Trey Koger, soybean specialist with the Mississippi State University Extension Service, said about 95 percent of the state's soybeans were harvested by the end of October. The only beans remaining in the field were late-planted soybeans in the northern part of the state and along the river where spring floodwaters delayed planting.
MISSISSIPPI STATE -- Cotton farmers are trying just to put the season behind them after a year of struggling with the crop once called “king” in Mississippi.
Darrin Dodds, cotton specialist with the Mississippi State University Extension Service, said much of the state's crop looked good until early August, when tropical weather brought untimely rains to areas of the state.
MISSISSIPPI STATE -- Pumpkins do not grab the headlines as a significant crop, but they fill a niche for many Mississippi farmers who need to supplement cash flow.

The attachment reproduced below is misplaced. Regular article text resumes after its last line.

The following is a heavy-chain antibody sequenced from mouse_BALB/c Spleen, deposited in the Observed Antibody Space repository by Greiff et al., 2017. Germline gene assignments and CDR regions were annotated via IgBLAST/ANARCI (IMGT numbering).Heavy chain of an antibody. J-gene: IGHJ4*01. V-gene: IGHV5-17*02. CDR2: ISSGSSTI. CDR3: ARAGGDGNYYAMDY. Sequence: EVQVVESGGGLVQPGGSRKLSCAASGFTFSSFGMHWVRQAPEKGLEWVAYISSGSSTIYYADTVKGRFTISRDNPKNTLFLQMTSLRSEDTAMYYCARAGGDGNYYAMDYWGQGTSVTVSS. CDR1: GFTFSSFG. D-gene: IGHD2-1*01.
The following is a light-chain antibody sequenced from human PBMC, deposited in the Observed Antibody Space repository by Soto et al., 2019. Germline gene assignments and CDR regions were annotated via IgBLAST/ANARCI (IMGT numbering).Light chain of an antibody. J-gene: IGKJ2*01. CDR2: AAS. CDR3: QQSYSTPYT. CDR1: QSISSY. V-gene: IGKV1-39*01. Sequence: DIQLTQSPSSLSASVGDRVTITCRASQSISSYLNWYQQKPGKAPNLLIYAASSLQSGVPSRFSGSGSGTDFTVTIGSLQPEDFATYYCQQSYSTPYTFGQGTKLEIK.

“It's best to spread your effort out with several different enterprises because your farm is a business, after all,” said pumpkin producer Clay Meeks of Tippah County, who also grows soybeans and strawberries, and raises cattle. “It helps to have money coming in at different times of the year.”
MISSISSIPPI STATE -- Sweet potato yields and quality appear to be favorable despite rains that have harvest season running seven to 10 days behind schedule.
Calhoun County Extension director Charles Fitts said growers in Mississippi's sweet potato heartland are looking for good weather to finish harvest by the first week in November.
“If rainy weather slows growers down too much, potatoes will be at risk of losing quality when the ground freezes,” Fitts said. “So whenever field conditions are good, growers are working as quickly as possible.”
MISSISSIPPI STATE -- Corn farmers are finally completing harvest of what is possibly the state's second-highest average yield, but abundant rainfall caused delays, made harvest more difficult and hurt some grain quality.